By: John Elliott



In Delhi after a series of foreign trips, Prime Minister Narendra Modi has trying to plug some of the gaps that have emerged in his and his government’s performance in recent months.

Japan’s Prime Minister Shinzo Abe and the Pakistan government have played ball with potential deals and talks, but Rahul Gandhi and his mother Sonia have been unwilling to let their Congress Party co-operate in parliament despite the damage that they are doing to the Indian economy.

There has been considerable criticism that the implementation of Modi’s foreign policy has not matched the razzmatazz of his many high profile visits abroad. In particular, announcements of deals that now total over US$100 billion have not made much progress, and his approach to relations with Pakistan has had little coherence.

Both these issues have been at least partially addressed in the last week or two. Shinzo Abe has just been visiting India for a constructive high profile visit, and relations with Pakistan have been eased.

Abe’s talks with Modi on Dec. 12 produced a string of deals carrying, unsurprisingly, a billion dollar tag – this time US$35 billion, the same figure that was attached to announcements (some different, some the same) when Modi visited Japan in September last year.

Judging by their body language (above), there is greater warmth and understanding between these two prime ministers than between Modi and other world leaders, apart possibly from President Obama. Certainly the warmth looks more spontaneous than the reserved smiles that Modi had in the UK for David Cameron last month.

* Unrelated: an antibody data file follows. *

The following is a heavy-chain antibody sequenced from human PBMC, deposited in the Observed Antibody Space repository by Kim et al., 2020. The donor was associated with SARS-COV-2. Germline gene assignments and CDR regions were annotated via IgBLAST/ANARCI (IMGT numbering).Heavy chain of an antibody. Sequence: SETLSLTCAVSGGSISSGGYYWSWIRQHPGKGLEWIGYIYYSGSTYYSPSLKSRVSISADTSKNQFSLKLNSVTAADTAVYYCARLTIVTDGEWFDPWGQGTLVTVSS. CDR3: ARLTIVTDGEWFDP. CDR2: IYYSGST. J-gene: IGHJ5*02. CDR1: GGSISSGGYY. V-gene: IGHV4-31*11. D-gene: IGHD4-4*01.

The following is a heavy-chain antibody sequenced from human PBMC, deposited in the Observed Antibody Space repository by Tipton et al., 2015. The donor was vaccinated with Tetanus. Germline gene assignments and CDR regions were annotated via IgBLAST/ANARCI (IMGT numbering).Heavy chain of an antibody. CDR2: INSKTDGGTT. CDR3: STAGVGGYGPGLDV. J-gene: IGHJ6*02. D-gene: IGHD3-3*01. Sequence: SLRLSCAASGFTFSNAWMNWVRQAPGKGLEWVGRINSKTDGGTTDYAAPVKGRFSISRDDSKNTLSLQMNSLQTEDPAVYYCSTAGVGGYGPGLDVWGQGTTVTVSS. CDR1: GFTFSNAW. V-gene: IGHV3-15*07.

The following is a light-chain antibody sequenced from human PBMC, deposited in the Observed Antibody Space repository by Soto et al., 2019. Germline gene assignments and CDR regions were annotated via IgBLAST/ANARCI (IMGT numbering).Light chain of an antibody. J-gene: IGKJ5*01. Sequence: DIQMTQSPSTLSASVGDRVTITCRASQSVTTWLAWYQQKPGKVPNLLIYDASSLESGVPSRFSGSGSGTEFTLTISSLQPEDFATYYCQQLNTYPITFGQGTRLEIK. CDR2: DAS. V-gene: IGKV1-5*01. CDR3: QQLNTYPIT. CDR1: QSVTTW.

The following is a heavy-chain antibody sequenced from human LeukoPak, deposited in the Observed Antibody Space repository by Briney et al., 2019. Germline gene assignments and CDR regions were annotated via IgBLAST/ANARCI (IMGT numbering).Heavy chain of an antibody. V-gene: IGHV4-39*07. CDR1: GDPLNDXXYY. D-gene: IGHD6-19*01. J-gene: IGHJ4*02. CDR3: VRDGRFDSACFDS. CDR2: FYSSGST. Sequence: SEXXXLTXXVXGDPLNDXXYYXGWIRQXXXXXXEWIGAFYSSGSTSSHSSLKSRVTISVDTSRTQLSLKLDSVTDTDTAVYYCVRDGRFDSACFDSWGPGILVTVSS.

Real progress has been made with Japan after five years of negotiations on a civil nuclear deal that would allow Japanese companies to build nuclear plant rectors in India and also to make parts for US and French (GE, Westinghouse and Areva) companies’ Indian projects.

Japan has in the past been wary because India has nuclear weapons, and the proposed deal will now have to go through various legal and possibly difficult parliamentary procedures in Tokyo, as well as finalization of technical details. But the progress is significant, not least because it emphasizes co-operation between two countries that regard China as a sometimes-hostile neighbor.

Japan has also beaten China on co-operation with India for the development of high speed “bullet” trains, which significantly comes just after China defeated Japan on a similar project in Indonesia. It has agreed to make a $12 billion 50-year loan at just 0.1% interest for a high speed train to be completed (supposedly) in seven years between Ahmedabad in Modi’s home state of Gujarat and Mumbai. This forms part of a plan for bullet trains connecting the major metros.